What we did find is that those companies who were most satisfied with their community efforts were those who measured the effectiveness of their communities in the same way as they would measure the effectiveness of the business processes that the community was intended to support. For example, if you measure the success of your customer support call center in a certain way, then measure the impact of your online community-based support program in the same way.

The same is true for new product innovation-focused communities or co-marketing communities. Whether the original measurement framework is the right one or not, it is one that the department heads understands and which tends to be institutionalized across the company.

It was amazing to see companies, who normally measure all their marketing programs based on increased sales, all of sudden measure community efforts based on page views and time spent on the site – even when the community interactions were happening mostly through email and text messages. These are all clearly signs of an early market with lots of customer confusion.

Read the entire interview here.

Additional reading:

ROI and the scalability of social media.

Online Tribalism + The Future of Social Media.

photo credit: ecowordly.com

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That the always brilliant David Armano recently wrote yet another thought provoking post on his Logic + Emotion blog isn’t exactly front page news. He has a habit of doing so pretty much weekly… but what is particularly cool about this post is the fact that one of his graphic looks identical to a community engagement model I sketched out almost a year ago for some colleagues (who, back then, looked at me like I was speaking Chinese).

Check this out:

The first graphic shows a typical brand-as-a-broadcaster model, in which a company essentially fashions a messaging strategy and then uses various channels to broadcast it down to its buckets of potential customers and existing users (market segments or the more cynically named demos).

Note how the second graphic takes a much more organic, communal, non-directional approach to customer/user community engagement. In this model, the brand isn’t an external entity connect with individuals and communities through rigid vertical channels. In this model, the brand exists in conjunction with the communities. It’s hard to see where the brand ends and the communities begin. Marketing communications cease to exist as a product to be distributed, and become instead a living, breathing dialogue. This is exactly the model of community engagement that I sketched out, right down to the influencer/friends tags (though Dave’s version is much prettier than my improvised chicken-scratch). This is the community engagement model for brands whose products are important enough to scale in this way AND create users so passionate that they would give up valuable time to be active in these communities. Examples: World of Warcraft, Harley Davidson, the Microsoft Partner Community, Fiskateers, Comicon, Star Trek, BMW, WOMMA and the New York Yankees, for starters.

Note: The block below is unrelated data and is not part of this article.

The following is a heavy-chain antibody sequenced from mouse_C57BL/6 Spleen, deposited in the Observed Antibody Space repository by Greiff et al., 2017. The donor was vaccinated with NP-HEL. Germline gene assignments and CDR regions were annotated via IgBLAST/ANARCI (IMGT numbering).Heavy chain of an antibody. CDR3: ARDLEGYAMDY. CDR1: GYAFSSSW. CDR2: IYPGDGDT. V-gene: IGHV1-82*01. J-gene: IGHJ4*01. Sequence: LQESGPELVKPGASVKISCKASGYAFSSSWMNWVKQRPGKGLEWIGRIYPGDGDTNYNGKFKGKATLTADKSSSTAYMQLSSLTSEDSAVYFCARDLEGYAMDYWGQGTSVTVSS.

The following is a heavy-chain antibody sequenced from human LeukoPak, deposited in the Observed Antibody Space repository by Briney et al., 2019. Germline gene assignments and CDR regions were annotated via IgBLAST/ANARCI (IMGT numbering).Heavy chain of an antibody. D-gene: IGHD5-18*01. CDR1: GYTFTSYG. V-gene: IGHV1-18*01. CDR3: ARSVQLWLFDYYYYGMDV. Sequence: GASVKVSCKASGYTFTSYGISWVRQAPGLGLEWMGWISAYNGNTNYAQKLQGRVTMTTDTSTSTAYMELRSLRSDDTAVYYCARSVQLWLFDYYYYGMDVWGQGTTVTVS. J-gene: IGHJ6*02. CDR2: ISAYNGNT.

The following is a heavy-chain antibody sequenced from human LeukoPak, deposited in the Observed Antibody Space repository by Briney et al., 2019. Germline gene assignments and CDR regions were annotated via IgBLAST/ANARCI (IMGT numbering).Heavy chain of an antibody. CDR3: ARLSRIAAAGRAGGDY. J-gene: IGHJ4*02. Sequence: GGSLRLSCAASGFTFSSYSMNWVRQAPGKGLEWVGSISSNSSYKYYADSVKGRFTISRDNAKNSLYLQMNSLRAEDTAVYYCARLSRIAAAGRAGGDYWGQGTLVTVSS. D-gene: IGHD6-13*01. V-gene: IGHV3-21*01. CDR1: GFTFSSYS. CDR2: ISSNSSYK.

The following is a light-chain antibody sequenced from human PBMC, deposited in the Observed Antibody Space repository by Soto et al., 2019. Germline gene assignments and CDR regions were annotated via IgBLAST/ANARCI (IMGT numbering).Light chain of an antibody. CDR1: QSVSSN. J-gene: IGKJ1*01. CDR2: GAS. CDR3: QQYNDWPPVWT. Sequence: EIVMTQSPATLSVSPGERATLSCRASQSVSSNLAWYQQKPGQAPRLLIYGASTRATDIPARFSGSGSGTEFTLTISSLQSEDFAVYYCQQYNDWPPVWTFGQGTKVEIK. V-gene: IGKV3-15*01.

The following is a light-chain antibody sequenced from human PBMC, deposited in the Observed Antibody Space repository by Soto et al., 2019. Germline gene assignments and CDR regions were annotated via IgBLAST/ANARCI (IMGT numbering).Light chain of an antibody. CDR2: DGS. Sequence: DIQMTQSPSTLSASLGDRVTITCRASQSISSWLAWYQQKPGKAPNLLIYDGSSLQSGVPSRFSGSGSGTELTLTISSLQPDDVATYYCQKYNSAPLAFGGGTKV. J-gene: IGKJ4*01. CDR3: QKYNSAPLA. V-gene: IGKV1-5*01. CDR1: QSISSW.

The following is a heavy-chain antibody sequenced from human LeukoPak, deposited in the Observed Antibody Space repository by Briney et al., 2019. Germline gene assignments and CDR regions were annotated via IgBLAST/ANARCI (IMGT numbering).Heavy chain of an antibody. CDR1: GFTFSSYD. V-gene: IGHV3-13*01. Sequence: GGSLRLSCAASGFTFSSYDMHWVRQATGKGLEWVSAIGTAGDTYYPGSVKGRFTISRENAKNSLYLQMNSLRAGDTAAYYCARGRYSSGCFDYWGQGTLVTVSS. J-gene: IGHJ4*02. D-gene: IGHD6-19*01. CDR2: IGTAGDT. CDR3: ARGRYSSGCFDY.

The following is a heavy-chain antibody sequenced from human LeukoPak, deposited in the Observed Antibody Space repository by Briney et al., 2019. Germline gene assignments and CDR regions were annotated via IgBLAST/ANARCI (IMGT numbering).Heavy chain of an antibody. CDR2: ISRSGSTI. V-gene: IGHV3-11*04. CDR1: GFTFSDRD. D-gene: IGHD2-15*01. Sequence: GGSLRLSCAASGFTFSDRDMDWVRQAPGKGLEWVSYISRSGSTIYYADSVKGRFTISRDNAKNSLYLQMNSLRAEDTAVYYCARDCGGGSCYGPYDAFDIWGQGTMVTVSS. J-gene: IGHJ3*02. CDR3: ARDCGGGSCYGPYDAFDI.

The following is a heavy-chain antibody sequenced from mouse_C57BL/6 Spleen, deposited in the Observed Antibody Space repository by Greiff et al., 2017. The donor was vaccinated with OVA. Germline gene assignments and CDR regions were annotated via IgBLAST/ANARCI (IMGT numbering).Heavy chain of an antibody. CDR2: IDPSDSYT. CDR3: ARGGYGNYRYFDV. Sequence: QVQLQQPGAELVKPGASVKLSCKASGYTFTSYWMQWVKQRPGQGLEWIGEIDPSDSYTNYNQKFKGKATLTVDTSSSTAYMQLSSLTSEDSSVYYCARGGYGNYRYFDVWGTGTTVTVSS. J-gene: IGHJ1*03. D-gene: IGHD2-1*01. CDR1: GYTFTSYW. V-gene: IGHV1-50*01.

Note: Best in class companies typically manage to juggle both models simultaneously. Ideally, you should strive towards that balance as well.

Good to see Dave Armano come to the same conclusions I have. (I feel 100% validated right now, and I like it.)

Nb: Community engagement and brand building aside, it isn’t every day that I run into a graphic that is so precisely like mine that it makes my jaw drop. If we were talking about prehistoric cave paintings instead of marketing sketches, anthropologists would have a serious mystery on their hands. But this being the internet age, I’ll just chalk it up to Dave and I being in synch about a topic we both write (and sketch) about a lot. Still, I think it’s pretty cool that without having ever met, Dave and I have managed to tap into the exact same visual interpretation of two different concepts born of a single root idea.

Check out Dave’s otherwise not-weird-at-all post here.

Have a great, completely normal Tuesday!